U.S. Sen. Dianne Feinstein failed to win the official endorsement of the California Democratic Party as she seeks her fifth term, another sign that the party is divided over how best to battle Republicans in Washington.
It's the first time Feinstein has failed to win the party's backing since 1994, when she won her first full-term to the U.S. Senate, though she's lacked a credible Democratic challenger in most previous races.
Democratic activists were more eager to back her primary challenger, state Senate leader Kevin de Leon, who is touting himself as a fresh face with stronger progressive credentials, particularly on immigration.
However, he too failed to earn the 60 percent support needed to win the endorsement Saturday at Democrats' annual convention. That means neither candidate will get the party's seal of approval or extra campaign cash leading into the June primary.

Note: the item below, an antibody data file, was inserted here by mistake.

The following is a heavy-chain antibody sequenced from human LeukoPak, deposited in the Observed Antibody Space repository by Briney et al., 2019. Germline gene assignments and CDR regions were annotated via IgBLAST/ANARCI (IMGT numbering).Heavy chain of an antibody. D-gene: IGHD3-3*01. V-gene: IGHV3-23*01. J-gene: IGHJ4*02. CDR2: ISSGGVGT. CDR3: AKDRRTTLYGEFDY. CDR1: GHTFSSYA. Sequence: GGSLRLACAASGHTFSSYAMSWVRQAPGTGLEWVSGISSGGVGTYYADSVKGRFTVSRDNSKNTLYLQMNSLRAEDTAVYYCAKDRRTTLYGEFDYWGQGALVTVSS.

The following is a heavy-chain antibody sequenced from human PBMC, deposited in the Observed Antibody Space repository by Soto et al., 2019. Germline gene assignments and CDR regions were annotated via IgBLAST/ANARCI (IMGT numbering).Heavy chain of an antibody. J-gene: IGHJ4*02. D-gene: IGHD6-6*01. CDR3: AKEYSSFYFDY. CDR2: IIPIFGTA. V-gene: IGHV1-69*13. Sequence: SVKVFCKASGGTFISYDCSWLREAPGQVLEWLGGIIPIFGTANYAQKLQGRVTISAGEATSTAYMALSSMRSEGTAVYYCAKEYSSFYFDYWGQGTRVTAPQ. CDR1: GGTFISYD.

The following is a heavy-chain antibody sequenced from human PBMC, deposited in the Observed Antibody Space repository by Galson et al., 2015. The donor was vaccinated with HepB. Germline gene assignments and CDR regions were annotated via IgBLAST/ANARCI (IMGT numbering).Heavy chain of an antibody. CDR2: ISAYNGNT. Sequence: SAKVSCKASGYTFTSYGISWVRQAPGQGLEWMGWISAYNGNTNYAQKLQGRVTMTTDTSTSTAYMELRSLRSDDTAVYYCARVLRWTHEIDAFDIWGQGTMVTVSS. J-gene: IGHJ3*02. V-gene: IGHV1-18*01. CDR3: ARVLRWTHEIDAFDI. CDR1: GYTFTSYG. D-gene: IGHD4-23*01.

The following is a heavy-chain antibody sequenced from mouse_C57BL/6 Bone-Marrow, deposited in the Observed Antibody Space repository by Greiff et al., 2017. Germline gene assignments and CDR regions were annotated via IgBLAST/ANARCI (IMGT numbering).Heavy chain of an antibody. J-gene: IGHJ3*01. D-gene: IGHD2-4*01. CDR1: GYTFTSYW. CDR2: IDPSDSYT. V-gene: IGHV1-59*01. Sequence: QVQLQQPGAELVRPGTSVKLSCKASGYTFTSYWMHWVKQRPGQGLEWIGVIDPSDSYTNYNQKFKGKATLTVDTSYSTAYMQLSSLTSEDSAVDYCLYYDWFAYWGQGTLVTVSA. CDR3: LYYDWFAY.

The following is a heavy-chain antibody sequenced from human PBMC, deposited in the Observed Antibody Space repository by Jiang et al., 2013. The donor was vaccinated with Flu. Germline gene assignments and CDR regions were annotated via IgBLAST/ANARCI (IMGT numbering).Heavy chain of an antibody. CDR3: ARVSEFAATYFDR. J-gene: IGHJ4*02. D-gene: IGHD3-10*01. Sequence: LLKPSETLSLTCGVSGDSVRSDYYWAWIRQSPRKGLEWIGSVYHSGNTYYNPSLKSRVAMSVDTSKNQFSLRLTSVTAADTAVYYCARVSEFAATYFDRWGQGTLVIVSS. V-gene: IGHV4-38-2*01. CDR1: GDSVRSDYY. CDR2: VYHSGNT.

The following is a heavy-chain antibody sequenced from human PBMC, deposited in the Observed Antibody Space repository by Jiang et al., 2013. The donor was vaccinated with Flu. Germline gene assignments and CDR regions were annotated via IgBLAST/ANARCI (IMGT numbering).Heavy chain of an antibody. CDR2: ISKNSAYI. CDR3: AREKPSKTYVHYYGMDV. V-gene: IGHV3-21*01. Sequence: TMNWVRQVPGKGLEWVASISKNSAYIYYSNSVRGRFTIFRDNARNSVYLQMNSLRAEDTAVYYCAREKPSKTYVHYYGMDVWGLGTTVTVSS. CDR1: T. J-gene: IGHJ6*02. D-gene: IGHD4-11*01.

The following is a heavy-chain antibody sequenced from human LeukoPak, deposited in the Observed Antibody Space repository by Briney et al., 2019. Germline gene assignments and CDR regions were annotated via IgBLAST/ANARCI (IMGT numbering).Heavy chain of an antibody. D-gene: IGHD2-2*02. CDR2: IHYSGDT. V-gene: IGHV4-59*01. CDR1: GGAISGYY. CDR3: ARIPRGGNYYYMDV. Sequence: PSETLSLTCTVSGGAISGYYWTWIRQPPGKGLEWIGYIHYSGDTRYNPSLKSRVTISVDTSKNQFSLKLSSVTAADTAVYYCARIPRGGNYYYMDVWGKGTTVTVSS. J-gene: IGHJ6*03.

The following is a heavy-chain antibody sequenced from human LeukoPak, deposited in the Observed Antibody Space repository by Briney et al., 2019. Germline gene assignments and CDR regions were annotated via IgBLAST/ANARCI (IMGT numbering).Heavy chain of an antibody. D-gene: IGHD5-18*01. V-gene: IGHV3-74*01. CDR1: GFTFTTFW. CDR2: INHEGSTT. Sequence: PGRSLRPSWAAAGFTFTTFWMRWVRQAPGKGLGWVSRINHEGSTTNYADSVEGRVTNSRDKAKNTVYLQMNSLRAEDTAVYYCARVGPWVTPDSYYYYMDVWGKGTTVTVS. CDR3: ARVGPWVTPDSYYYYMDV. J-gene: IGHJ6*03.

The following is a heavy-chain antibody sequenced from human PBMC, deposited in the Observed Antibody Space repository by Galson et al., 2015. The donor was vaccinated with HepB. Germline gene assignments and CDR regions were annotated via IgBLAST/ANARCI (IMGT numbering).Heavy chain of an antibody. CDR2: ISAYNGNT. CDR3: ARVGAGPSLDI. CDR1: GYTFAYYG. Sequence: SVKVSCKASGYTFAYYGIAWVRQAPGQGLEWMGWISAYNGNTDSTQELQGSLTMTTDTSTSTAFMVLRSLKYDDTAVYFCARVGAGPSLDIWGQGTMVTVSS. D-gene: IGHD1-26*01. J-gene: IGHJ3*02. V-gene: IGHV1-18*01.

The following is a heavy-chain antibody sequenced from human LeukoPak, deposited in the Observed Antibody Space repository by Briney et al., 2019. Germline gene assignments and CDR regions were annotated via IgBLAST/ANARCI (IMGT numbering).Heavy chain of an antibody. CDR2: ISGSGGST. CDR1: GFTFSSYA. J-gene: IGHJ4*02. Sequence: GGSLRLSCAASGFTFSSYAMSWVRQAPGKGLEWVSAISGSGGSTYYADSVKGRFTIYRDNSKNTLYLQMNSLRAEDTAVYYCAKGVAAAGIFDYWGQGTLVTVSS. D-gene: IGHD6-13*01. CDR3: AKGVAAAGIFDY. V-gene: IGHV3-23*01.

Delegates who withheld their support said they think Feinstein, 84, has been in Washington too long and hasn't stood strong enough for immigrants.
When she spoke longer than her allotted time, some in the crowd chanted "Time's up!" — referring to her lengthy tenure in Congress. Thirty-seven percent of Democrats backed Feinstein, while 54 percent supported de Leon. He called it "an astounding rejection of politics as usual" and a boost to his campaign's momentum.
Feinstein supporters, meanwhile, said her long track record as a fighter for Democrats and women makes her the party's best choice. "She has so much seniority, it's hard to give that up," said Cathy Jorgensen, a delegate from the farm-rich Central Valley.
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